Colombian terror group linked to IRA signs up to ceasefire deal
The leftist Colombian terror group that formed an alliance with the IRA has agreed a ceasefire and decommissioning deal with the country's president.
It moves the South American country to the brink of ending a 52-year war that has left more than 220,000 people dead.
At a ceremony in Havana, Colombian president Juan Manuel Santos and Farc commander Rodrigo Londono, better known as Timochenko, listened to the reading of a deal laying out how 7,000 rebel fighters will demobilise and hand over their weapons once a peace accord is implemented.
In attendance were UN secretary-general Ban Ki-moon, a special US envoy and the presidents of Cuba, Chile, Venezuela and other Latin American countries.
A 15-year, US-backed military offensive thinned rebel ranks and forced Farc's ageing leaders to the negotiating table in 2012.
In Mr Santos, a US-educated economist and scion of one of Colombia's richest families, the rebels found a trusted partner who hailed from the conservative elite but was not bound by its prejudices.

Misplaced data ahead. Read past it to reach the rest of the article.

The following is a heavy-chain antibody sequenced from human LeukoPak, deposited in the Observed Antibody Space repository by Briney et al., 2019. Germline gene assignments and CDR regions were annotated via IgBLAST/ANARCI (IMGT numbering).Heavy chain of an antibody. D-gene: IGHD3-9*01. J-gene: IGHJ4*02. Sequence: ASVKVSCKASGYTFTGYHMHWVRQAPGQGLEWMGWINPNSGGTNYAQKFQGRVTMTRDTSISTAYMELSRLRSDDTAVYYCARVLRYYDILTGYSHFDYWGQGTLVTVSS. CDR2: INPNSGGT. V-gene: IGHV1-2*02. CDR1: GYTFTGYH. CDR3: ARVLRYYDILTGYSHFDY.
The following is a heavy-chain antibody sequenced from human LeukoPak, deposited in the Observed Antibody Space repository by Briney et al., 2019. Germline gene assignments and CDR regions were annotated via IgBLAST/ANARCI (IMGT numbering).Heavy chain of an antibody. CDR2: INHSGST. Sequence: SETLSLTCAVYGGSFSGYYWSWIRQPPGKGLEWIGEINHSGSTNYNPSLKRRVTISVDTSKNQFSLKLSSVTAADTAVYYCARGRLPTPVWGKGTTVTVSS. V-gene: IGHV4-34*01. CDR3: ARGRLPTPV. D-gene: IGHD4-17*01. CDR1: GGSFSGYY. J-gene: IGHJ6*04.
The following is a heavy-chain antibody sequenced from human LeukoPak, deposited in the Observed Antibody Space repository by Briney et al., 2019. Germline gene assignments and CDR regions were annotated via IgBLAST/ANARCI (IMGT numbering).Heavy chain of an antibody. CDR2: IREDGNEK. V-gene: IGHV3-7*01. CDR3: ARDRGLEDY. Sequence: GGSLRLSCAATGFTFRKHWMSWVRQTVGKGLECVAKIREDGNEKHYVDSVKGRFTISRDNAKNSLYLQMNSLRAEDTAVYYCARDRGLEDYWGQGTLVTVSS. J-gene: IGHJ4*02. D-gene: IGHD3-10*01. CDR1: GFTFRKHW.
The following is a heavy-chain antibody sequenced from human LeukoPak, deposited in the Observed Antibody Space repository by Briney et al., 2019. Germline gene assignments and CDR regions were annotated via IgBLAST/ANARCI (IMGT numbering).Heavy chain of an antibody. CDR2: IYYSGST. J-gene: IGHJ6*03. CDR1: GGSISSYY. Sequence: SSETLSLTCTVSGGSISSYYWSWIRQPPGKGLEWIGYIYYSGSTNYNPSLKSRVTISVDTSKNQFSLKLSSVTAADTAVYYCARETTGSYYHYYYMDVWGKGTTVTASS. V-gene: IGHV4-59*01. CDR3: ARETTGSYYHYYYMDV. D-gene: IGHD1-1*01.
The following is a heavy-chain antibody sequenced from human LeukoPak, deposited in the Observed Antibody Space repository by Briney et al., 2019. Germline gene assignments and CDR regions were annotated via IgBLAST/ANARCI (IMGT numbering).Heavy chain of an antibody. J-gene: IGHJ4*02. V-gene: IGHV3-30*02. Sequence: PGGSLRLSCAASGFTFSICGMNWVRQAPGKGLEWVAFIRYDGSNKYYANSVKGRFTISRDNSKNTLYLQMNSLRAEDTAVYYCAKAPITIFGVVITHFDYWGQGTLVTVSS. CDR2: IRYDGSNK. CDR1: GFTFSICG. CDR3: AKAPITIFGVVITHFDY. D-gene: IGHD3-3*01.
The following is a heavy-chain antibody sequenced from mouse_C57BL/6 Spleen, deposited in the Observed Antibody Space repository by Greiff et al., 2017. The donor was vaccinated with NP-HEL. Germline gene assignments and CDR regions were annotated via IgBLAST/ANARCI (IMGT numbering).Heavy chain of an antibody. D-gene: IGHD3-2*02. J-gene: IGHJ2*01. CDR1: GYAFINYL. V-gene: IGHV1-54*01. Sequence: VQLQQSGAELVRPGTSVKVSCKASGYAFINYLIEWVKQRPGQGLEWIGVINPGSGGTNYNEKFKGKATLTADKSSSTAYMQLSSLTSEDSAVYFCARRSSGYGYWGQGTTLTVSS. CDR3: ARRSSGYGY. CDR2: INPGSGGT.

Momentum had been building toward a breakthrough after Mr Santos said this week he hoped to deliver a peace accord in time to mark Colombia's declaration of independence from Spain on July 20. But the latest agreement went further than expected.
In addition to a framework for the ceasefire, both sides said they agreed on a demobilisation plan that will see guerrillas hand over weapons that had long been the vaunted symbols of their movement's origins as a self-defence force of peasant farmers attacked by the oligarchy-controlled state.
Negotiators in January agreed the UN would be responsible for monitoring the ceasefire and resolving disputes emerging from the demobilisation.
The IRA's links to Farc caused a crisis in Northern Ireland's peace process 15 years ago.
Three IRA suspects - Niall Connolly, James Monaghan and Martin McCauley - were arrested in Colombia in 2001 on suspicion of teaching bomb-making techniques to Farc. Bizarrely, they had claimed to be eco-tourists.
They were sentenced to 17 years for training the guerilla group after an appeal court reversed an earlier acquittal. But the trio vanished in 2004 while on bail and secretly made their way back to the Irish Republic.
The scandal led to speculation that the IRA had been training the Marxist terror group for years before the arrests, as Farc extended its campaign into urban areas.